Frederic Kanoute, a likeable character with an easy-on-the-eye playing style and a strong set of values, has had a frustrating end to his seven-season spell with Sevilla. Yet, despite enduring an injury-hit campaign and seeing his team struggle on the pitch, the veteran forward leaves the club with only positive memories of his stay in Andalusia. After departing Lyon in 2000, the former Mali international spent five years in England and forged a strong reputation in the Premier League, before bursting on to the continental scene with Sevilla, winning consecutive UEFA Cup titles in 2006 and 2007.
Now 34, Kanoute has just released his biography and is busy preparing for what could be his last challenge on the pitch. So when FIFA.com caught up with him recently, there was no shortage of topics to discuss.
FIFA.com: Frederic, your contract with Sevilla expires in a few days and you’re leaving the club after seven seasons. Why has it become so rare for players to see their contracts through to the end?
Frederic Kanoute: It is indeed quite rare, and I think it’s linked to strong demand from other clubs. These days, a player stays at a club for a maximum of two years before receiving a better offer, which is often difficult to refuse. It all comes down to business. Although we’re seeing this side of football more and more, human connections and loyalty do still exist. During my seven years at Sevilla, everything went really well for me, not only on the pitch but also in my personal life. So I decided not to look at options elsewhere and to stay put. It was a choice I made for football and human reasons, and with consideration for my family.
What will your next challenge be? And what are you looking for in this final move?
I’m working with my agent, looking towards different horizons, and we’ll see what suits me best. To be honest, I just love playing football. As long as I feel able to play, I’ll continue to be out there on the pitch. I think I’ll carry on playing for a few more years. It’s hard to say where I’ll go, as there are so many good leagues around the world. I’m also looking for a good quality of life away from the pitch, as that’s very important for my wife and children. I need to find the right mix of all these elements.
Let’s return to your time in Spain. What’s your opinion of La Liga at the moment, and the domination of Barcelona and Real Madrid?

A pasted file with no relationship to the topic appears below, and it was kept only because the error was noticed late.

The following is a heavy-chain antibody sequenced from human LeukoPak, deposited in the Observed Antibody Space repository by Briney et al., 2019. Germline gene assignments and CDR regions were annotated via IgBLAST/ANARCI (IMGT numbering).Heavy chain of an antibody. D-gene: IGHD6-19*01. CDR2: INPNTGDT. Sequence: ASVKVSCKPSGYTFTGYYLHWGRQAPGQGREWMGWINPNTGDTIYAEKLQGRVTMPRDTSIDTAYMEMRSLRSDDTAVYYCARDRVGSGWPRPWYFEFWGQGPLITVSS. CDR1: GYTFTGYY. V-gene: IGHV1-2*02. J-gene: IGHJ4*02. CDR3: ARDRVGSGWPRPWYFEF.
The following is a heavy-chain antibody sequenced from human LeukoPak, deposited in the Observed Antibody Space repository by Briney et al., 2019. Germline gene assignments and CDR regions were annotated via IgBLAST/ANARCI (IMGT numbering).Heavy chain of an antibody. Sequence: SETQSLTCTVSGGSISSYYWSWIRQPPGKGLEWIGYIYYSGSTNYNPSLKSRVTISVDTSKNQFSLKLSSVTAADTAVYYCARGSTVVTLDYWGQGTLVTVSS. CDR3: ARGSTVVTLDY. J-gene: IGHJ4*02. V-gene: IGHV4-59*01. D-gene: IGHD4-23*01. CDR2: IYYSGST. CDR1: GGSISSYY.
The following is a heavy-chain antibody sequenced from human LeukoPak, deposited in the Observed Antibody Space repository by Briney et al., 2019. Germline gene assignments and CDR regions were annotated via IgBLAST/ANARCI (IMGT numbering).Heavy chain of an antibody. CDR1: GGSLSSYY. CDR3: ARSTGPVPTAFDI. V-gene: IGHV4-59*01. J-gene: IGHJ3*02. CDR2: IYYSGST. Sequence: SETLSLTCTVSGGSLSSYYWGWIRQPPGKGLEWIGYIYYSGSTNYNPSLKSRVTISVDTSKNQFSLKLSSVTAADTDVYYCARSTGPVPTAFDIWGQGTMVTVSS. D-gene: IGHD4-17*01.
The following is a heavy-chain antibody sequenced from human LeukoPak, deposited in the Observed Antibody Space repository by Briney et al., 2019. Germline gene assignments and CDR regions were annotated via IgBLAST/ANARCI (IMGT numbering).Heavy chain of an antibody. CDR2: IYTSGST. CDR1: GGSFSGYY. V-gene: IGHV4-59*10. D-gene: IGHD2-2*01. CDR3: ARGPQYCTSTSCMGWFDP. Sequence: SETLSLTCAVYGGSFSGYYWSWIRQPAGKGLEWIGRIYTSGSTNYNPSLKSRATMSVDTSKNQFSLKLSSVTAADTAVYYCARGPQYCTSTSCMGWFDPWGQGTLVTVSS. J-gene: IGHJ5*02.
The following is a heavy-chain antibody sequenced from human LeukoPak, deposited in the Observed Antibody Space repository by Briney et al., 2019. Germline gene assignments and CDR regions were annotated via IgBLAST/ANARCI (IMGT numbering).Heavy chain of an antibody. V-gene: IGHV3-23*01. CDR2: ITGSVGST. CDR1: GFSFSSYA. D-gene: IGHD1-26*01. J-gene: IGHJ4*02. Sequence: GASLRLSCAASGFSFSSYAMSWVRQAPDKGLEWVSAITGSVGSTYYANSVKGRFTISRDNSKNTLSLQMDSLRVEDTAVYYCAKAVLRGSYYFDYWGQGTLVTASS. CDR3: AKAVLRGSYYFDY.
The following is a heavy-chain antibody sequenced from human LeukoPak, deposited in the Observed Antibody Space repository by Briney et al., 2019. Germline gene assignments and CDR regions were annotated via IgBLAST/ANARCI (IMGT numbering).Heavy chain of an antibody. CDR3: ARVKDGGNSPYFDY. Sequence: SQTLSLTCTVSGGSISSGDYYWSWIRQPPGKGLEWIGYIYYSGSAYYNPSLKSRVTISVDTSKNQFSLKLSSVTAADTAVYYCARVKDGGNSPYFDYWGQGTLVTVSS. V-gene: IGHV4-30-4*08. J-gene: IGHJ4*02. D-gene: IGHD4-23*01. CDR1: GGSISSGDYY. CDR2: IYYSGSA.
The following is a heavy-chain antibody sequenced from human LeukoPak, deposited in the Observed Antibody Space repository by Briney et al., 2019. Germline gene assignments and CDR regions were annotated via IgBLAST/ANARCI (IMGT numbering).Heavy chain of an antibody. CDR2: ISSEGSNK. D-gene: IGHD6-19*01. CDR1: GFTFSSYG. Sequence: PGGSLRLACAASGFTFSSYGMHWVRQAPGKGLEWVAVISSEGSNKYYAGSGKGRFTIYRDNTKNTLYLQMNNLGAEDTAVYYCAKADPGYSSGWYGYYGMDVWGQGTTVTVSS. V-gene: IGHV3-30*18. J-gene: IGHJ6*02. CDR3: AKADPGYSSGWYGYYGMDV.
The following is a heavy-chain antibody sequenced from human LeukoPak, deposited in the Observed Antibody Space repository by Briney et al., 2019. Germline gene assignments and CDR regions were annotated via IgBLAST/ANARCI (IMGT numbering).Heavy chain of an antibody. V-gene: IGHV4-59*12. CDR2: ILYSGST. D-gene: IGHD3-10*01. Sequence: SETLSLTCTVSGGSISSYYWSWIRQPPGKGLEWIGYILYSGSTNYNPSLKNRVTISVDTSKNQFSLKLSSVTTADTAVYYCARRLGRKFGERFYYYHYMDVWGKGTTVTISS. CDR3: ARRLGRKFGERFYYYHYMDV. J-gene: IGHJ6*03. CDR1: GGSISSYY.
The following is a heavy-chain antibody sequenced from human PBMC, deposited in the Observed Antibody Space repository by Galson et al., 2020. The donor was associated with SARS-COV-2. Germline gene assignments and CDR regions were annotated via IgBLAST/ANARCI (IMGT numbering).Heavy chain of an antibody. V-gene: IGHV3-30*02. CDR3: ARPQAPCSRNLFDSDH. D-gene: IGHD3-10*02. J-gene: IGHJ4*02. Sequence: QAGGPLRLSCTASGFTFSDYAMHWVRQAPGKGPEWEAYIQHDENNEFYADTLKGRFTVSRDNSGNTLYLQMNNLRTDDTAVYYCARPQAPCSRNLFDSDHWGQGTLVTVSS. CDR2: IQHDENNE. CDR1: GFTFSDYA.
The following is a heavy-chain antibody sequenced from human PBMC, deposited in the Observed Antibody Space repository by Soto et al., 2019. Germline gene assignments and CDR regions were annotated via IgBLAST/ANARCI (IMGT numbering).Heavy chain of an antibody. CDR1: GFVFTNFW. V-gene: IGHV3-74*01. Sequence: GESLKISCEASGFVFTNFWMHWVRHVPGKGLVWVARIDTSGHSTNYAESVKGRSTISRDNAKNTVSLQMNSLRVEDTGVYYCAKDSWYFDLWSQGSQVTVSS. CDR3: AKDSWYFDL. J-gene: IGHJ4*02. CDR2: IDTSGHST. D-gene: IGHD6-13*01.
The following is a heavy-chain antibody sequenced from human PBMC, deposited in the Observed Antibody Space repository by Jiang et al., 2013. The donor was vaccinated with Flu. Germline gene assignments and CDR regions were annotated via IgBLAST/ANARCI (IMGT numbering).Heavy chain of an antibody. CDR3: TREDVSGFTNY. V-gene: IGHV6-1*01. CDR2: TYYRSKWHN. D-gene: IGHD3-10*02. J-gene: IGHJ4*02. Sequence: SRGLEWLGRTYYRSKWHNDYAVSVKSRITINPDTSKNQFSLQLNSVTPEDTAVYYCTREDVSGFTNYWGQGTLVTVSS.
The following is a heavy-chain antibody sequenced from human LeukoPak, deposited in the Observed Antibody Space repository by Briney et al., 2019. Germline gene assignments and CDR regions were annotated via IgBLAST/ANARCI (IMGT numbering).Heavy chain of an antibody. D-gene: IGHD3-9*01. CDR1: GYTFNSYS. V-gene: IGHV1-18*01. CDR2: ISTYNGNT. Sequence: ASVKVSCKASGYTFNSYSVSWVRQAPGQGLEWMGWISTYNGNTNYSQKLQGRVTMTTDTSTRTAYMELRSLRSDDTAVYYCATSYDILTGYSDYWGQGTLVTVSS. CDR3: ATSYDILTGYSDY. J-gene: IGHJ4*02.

It has become a two-team championship. Around the world, whenever La Liga is mentioned, people only talk about Real and Barça. It’s a shame. A few years ago, a team like Sevilla would have been able to compete with them and cause them problems. But in the past two years they’ve had a lead of around 20 points over everyone else, which is frustrating.
When Sevilla take to the pitch against Barcelona or Real Madrid, is the lack of confidence possible to overcome?
(Laughs) As sportsmen and competitors, we’re sometimes foolish enough to think that we can win against these teams! And other times, we really are capable of achieving something. This year, for example, we went and got a draw at Camp Nou. You suffer for 90 minutes and, with a bit of luck, you can come away with a point. It’s possible but it’s very difficult, as they are so far above everyone else. I know that some of the smaller teams sometimes go out on the pitch knowing that they will lose, so their aim is to concede as few goals as possible. But I think that most teams have not given up and will work to make up the ground.
You were lucky enough to witness Guardiola-era Barcelona first-hand. What was that period like for you?
In a few years’ time, when I look back and think that I competed against Guardiola’s Barcelona, I’ll realise how lucky I was to have played against the best team Barça has ever had. I don’t usually like watching football on TV that much, but when Barça are playing I make an exception. The world of football has been lucky to have this team.
You've just released your biography. Did you feel that, after 15 years in the game, it was the right time to take stock of your career?
Absolutely. I must admit I was a bit reluctant to write the book at first, as I didn’t think I was important enough to write a biography. That kind of thing is meant for important, historical figures. But a lot of people urged me to do it. I received many offers from authors, and I told myself that if they were insisting so much, it was perhaps because I had things to say and share. It was also an opportunity to talk about subjects other than football, such as charitable work.
You've often spoken of your love of Africa, the continent of your father’s birth. Do you regret the fact that you never won anything with Mali, despite being part of a great generation?
No, I’ve no regrets. I knew when I chose to play for Mali that it was not going to be easy. It’s not a well-known team with a great, victorious past. I was never pretentious enough to think that my presence would change that. I just wanted to give as much as I could to the team. I did my best and we didn’t win anything, but it was an important part of my life: a great experience that opened many doors for my foundation and gave me a lot on a personal level.